Newswise — WASHINGTON, D.C.—Today, the U.S. Department of Energy (DOE) announced $10 million for interdisciplinary research in Quantum Information Science (QIS) and nuclear physics. The aim of this funding is to draw on the expertise and capabilities of the nuclear physics community to advance areas of interest such as quantum computing and quantum sensors, and using advances in QIS to expand our understanding of nuclear physics.
“Because of its potential to seed technologies of the future, research in QIS has become a national priority, and the nuclear science community brings important insights and capabilities to the table,” said Timothy Hallman, DOE Associate Director of Science for Nuclear Physics. “A key objective of this program is to identify and capitalize on unique opportunities to advance both QIS and nuclear science research in ways that align with the national strategy for QIS.”
This research seeks to advance foundational and use-inspired QIS research to solve challenging problems in nuclear physics, like predicting the dynamics of many-body systems that are, as yet, inaccessible to experiments; exploring quantum sensors used to discover new particles and states of nuclear matter; or understanding how radiation affects current-generation superconducting qubits.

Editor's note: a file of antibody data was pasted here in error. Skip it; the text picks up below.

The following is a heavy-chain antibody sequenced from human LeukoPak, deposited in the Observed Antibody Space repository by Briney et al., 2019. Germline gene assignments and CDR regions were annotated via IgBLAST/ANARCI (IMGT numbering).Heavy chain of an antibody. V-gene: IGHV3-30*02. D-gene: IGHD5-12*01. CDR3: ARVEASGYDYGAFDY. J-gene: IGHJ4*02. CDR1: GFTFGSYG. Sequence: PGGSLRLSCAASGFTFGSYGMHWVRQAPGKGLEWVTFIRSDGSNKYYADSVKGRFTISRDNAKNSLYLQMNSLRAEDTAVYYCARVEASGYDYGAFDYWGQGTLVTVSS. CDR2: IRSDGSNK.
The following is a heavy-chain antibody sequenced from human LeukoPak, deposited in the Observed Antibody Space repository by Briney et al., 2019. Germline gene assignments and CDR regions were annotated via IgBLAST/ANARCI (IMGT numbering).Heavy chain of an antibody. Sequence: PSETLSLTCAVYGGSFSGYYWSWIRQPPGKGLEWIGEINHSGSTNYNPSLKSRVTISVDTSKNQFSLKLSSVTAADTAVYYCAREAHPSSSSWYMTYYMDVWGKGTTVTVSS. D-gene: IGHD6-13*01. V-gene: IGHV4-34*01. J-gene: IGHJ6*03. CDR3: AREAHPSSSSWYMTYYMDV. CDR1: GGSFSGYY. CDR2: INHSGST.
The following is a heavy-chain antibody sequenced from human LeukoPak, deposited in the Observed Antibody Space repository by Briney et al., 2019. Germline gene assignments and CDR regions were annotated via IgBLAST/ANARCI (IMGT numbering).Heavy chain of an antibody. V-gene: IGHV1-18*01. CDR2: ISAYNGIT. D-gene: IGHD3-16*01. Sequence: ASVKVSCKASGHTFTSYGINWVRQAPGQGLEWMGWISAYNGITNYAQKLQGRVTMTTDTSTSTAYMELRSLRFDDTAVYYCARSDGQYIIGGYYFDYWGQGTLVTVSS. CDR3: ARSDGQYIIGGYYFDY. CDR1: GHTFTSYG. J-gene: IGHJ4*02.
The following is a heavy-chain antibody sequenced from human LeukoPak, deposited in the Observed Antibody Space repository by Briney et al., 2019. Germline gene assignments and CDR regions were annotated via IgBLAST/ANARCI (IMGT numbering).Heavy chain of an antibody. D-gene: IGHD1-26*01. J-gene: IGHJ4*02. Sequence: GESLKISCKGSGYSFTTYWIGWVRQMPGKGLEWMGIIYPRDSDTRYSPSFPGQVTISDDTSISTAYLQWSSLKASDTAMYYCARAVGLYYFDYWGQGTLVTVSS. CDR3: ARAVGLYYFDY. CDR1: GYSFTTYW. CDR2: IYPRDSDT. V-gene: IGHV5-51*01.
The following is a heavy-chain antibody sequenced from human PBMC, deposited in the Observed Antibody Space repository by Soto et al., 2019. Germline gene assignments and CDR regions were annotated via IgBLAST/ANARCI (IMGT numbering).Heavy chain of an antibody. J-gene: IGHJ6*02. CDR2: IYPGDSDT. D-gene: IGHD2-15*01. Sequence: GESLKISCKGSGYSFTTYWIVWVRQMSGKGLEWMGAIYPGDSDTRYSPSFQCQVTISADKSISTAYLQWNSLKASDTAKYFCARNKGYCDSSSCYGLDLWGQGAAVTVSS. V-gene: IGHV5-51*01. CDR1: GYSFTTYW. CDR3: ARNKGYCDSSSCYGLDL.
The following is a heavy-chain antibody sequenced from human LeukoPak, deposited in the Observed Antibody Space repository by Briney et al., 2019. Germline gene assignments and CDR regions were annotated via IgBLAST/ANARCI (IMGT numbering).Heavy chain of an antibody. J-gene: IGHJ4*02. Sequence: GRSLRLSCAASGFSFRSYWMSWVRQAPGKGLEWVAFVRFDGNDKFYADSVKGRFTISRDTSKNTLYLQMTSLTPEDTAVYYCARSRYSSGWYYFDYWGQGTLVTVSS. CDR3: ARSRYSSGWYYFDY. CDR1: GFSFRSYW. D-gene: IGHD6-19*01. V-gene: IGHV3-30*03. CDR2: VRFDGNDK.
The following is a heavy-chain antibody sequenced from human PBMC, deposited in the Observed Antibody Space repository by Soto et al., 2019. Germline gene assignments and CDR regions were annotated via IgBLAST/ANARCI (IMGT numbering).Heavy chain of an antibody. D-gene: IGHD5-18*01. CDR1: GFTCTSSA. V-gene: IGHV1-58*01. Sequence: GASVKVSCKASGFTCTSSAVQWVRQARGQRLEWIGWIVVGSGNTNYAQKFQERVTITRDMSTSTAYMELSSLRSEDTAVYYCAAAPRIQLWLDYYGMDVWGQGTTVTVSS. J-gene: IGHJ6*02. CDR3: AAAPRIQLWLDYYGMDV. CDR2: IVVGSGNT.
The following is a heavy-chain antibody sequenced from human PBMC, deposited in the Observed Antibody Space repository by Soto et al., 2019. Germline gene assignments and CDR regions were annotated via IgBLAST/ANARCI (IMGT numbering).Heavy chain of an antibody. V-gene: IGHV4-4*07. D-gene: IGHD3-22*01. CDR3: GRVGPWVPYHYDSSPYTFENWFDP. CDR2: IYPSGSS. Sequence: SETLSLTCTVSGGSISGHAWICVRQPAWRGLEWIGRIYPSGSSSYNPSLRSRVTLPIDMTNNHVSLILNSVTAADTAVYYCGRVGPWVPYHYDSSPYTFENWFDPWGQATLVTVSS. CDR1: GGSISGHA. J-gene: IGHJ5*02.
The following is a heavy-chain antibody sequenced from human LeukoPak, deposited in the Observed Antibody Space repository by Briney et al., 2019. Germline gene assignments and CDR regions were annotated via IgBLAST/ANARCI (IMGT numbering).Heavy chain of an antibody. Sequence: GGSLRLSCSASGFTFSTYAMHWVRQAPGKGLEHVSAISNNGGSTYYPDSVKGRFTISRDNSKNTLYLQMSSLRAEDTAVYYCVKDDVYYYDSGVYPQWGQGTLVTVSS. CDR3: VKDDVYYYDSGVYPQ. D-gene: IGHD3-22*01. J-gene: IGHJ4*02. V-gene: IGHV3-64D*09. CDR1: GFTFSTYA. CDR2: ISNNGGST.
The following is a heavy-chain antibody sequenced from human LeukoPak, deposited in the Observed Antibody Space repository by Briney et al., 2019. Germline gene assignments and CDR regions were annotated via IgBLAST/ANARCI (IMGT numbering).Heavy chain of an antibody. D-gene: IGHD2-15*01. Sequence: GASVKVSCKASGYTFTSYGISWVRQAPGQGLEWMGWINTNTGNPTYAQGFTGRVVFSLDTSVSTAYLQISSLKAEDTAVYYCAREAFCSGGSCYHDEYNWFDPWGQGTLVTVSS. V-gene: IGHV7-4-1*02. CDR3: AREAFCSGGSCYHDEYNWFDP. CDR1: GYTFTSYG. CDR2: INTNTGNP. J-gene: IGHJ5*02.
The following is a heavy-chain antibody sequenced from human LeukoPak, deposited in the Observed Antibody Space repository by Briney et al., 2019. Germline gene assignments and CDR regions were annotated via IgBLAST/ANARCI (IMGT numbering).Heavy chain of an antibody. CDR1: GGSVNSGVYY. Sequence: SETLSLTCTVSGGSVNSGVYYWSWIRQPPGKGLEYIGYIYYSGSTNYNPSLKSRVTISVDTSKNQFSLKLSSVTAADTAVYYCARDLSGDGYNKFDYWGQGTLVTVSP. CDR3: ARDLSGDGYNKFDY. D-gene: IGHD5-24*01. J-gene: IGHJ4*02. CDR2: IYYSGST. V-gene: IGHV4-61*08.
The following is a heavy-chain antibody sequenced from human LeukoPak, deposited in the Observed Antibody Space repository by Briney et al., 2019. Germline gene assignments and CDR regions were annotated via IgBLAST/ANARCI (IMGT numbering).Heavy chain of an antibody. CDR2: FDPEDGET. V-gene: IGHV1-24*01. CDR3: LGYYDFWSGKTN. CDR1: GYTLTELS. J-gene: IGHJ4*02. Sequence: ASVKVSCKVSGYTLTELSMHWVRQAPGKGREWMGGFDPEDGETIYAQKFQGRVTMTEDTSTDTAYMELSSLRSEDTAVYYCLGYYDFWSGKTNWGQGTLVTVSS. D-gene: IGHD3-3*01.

Unique and novel opportunities to advance the Office of Nuclear Physics QIS objectives are also encouraged through collaborative projects with the DOE National QIS Research Centers. Proposals will also be accepted for developing a quantum-smart workforce through interdisciplinary graduate and postdoctoral fellowships as well as for workshops to promote collaboration between the QIS and nuclear physics communities.
Applications are open to all accredited U.S. colleges and universities, national laboratories, nonprofits, and private sector companies. Total planned funding includes up to $5 million in Fiscal Year 2021 dollars, with outyear funding contingent on congressional appropriations.
The Funding Opportunity Announcement, sponsored by the Office of Nuclear Physics (NP) within the Department’s Office of Science can be found here.